Throughout the whole process, the highly competent kitchen hands wandered around the kitchen giving friendly advice or assistance where needed. It was really considerate. It ensured we all were on track to end up with an edible feast that we could be proud of making ourselves.

Once each team was done, we made our way through to the dining room. This room was just gorgeous. Set up for fine dining, it was decorated nautical style with fishing nets strung from the ceiling containing hundreds of glowing light bulbs. The bright red walls gave the place life, and the atmosphere of being somewhere truly unique and special.

The spectacular dining room

Each team was assigned their own table, and we sat down together to enjoy the products of our labour, while the staff served us a choice of white or red wine to accompany our meal. It was delicious. The seafood was light, fresh and beautifully flavoured; particularly the swordfish which had really soaked up all the flavours of the marinade used. We were all so impressed with how tasty it all was; how little time it took to achieve, and the fact that it was us who had made it!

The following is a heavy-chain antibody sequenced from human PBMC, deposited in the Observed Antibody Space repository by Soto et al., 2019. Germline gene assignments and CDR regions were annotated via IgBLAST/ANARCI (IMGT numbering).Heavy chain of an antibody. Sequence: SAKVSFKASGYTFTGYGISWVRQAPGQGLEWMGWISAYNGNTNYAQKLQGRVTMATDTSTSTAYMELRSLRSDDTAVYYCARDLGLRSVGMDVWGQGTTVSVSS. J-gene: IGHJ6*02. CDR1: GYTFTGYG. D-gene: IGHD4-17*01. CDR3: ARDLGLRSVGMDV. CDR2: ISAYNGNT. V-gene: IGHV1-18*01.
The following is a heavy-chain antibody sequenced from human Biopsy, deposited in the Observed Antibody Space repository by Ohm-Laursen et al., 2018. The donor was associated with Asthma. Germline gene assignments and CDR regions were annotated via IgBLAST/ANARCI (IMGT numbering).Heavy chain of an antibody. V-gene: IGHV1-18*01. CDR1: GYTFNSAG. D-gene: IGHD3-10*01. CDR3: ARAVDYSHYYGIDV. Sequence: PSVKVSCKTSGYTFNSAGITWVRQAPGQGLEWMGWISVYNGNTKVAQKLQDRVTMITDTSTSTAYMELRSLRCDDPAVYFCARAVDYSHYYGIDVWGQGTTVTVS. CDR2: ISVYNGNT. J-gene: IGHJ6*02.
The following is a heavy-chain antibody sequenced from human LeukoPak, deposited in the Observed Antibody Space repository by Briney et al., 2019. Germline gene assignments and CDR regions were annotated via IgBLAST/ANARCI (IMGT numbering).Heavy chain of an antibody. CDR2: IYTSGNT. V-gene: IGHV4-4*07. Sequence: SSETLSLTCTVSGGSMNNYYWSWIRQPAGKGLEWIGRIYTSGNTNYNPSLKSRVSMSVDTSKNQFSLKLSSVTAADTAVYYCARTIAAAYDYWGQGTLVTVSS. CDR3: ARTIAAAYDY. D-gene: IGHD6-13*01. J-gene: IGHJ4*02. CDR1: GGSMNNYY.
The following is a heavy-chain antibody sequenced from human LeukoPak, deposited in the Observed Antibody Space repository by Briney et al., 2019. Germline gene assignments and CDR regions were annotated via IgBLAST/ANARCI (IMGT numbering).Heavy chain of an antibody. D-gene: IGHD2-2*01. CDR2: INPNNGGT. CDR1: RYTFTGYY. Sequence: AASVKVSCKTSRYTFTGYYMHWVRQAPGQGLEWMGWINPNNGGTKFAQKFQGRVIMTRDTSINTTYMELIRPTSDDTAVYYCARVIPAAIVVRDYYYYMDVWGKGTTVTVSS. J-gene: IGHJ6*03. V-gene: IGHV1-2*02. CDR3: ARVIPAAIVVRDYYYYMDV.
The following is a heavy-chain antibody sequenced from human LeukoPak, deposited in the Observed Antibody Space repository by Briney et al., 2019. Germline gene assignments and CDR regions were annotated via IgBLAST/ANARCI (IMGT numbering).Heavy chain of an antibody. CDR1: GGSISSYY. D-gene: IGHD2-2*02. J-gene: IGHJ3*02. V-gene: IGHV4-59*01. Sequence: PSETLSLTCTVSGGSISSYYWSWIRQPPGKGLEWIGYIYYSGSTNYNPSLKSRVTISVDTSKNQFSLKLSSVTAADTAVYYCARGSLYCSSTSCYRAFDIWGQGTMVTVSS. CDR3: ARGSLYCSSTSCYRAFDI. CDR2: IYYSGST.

Our feast

After a complimentary Lindt ball (or two) and an after dinner coffee, we were all satisfied and ready to go.

We ended the night with a bang. The experience ending just in time for us to wander over to enjoy the fireworks display at Darling Harbour. An awesome end to an awesome night.

Rating: 10/10

Where: Corner Bank St & Pyrmont Bridge Rd, Pyrmont NSW.
Why: Learn to make delicious seafood at home
Cost: $80 per person for a private class of around 30 people
When: Around six times a month on Friday and Saturday nights, or you can schedule your own function.

Good for kids: No
Take away: No